GWR also often runs two five car train sets joined together which makes an odd train with no ability to walk from the front five to the back five whilst staying on the train. Passengers complain that the seats are less comfortable than the 125 diesels they are replacing.

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The UK after Brexit

Freedom day is the day we leave the EU. It is one of those curious cul de sacs of history that the UK, a fiercely independent and democratic nation, spent 47 years with increasing shackles over our decisions in the EU. Like Gulliver, the UK found herself bound by more and more rules and regulations from Brussels, tied down by something UK voters were told was just a trading bloc. This so called common or single market was of course nothing less than a political Union in the making. The project of full economic, monetary, social and political integration was fully understood on the continent, but constantly denied by dishonest UK politicians. They were aware that UK voters were unlikely to sign up to the full scheme, so they pretended it was not happening.

Reality kept threatening to break through. Early skirmishes about whether Brussels should settle our labour laws or not were on party lines, with the left once in charge giving these issues away to the EU. The UK had a proud record of leading improvements in employment standards before we joined. Both major parties in the UK grasped that UK voters would not accept the abolition of the pound and the substitution of the Euro, so the UK negotiated an opt out from the biggest push so far for full union. There was an attempt to side step a common migration policy, but the EU found ways to require the UK to join them in a large part of their common borders regulations. Many UK voters disliked intensely the idea that they could no longer decide their money, their borders and their laws through UK elections and by lobbying their Members of Parliament. When they were given the chance to decide, they decided to leave the EU to take back control of their government.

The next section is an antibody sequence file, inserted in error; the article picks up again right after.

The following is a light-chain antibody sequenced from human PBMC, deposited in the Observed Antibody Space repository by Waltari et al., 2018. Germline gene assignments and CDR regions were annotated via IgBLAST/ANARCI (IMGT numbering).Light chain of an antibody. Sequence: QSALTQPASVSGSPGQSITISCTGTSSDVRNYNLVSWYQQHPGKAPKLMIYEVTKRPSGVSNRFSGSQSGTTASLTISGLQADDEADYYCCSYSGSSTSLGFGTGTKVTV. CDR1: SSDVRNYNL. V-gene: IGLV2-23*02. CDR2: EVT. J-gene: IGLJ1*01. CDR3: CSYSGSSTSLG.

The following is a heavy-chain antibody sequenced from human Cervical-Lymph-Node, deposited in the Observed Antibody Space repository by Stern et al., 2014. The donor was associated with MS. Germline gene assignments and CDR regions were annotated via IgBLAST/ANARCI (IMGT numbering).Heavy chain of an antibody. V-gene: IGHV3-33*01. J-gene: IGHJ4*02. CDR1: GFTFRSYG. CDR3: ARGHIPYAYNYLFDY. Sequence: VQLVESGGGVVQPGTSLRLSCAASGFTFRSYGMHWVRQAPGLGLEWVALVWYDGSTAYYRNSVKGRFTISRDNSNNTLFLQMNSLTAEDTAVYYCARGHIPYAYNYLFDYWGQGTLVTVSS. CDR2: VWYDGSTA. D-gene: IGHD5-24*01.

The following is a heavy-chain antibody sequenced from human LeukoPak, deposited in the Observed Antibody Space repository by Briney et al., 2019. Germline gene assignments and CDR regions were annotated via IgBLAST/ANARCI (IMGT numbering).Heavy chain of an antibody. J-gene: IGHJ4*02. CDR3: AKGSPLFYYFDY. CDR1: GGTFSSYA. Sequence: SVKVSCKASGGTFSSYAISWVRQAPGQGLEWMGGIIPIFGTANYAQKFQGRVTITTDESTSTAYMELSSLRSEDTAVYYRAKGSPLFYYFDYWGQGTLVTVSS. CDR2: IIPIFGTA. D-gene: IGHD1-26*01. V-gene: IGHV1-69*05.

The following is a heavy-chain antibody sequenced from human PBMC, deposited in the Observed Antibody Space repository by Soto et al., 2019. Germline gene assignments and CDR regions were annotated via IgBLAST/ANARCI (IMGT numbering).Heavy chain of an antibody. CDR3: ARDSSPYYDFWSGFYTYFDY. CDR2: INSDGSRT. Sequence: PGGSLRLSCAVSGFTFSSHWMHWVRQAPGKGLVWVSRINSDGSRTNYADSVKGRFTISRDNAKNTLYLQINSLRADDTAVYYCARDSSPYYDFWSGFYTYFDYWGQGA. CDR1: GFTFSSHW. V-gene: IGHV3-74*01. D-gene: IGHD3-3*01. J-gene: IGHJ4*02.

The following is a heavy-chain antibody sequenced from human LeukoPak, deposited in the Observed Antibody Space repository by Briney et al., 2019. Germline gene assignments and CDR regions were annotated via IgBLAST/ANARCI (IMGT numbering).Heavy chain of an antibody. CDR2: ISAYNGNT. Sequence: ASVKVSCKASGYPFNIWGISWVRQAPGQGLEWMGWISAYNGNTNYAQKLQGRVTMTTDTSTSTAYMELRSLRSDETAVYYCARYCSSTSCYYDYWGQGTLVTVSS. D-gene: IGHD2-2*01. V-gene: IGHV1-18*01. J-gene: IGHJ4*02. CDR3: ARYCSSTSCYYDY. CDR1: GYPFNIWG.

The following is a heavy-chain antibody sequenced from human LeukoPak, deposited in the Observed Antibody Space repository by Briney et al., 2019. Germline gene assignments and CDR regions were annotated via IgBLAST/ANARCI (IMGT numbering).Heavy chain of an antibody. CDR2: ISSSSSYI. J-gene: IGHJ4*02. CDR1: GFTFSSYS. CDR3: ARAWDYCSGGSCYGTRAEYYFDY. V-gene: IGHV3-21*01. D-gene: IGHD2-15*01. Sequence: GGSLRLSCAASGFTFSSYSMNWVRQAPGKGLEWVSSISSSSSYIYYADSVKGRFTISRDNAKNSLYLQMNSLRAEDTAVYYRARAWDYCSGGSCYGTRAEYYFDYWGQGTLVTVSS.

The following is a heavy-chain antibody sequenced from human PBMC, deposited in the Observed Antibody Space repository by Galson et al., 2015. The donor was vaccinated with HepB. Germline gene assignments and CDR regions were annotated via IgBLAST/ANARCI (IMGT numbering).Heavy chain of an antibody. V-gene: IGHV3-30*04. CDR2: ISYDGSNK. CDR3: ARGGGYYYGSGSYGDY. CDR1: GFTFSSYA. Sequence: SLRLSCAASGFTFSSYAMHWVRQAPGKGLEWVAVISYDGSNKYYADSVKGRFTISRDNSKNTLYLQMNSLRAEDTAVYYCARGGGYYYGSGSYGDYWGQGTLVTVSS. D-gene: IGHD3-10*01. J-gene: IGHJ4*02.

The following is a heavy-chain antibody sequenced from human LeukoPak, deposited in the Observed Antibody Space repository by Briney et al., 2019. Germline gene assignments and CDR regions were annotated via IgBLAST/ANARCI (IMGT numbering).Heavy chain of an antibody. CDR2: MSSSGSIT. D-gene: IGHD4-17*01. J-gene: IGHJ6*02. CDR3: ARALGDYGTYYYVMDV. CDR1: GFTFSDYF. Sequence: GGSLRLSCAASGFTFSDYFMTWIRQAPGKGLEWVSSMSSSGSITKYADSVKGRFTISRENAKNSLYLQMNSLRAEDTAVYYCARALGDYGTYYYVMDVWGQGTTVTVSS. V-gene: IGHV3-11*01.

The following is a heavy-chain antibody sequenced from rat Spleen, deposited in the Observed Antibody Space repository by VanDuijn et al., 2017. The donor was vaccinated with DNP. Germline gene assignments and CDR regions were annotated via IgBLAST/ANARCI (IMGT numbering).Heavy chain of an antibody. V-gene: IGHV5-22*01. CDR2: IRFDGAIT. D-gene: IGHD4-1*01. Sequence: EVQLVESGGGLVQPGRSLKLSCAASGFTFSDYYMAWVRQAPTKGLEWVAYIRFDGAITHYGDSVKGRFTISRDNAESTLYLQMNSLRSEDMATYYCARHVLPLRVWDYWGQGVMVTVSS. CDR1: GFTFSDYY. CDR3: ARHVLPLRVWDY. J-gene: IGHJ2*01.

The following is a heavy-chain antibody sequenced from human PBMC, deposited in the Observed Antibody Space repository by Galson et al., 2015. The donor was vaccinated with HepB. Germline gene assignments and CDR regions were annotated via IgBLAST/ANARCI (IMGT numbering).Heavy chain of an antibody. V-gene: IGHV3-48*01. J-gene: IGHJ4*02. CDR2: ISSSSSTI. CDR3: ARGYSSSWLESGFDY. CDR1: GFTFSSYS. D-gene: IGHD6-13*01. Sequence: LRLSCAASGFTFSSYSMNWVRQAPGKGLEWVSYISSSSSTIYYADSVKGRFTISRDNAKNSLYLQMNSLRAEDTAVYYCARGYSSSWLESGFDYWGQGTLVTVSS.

Once we have left the UK can start to exercise her democratic rights again. The country that did so much to spread democracy around the world, provided the Mother of Parliaments, and had some of the earliest struggles to control the executive and create a proper democratic franchise, will need to learn again how to do things for herself through her own democratic institutions. It is true the UK did not distinguish herself by resisting the democratic forces of the Founding fathers of the USA. It is one of those ironies that those early Americans who championed the rights of the settlers did so from English precedents and from English political and philosophical writings. Today, as with the American revolution, the Mother of Parliaments at Westminster has to be taught a lesson in applying her own beliefs. Too many MPs and members of the House of Lords regret the decision of the people, and have sought to deny democracy her rights. They will have to accept that the UK is leaving the EU and will be better off from doing so.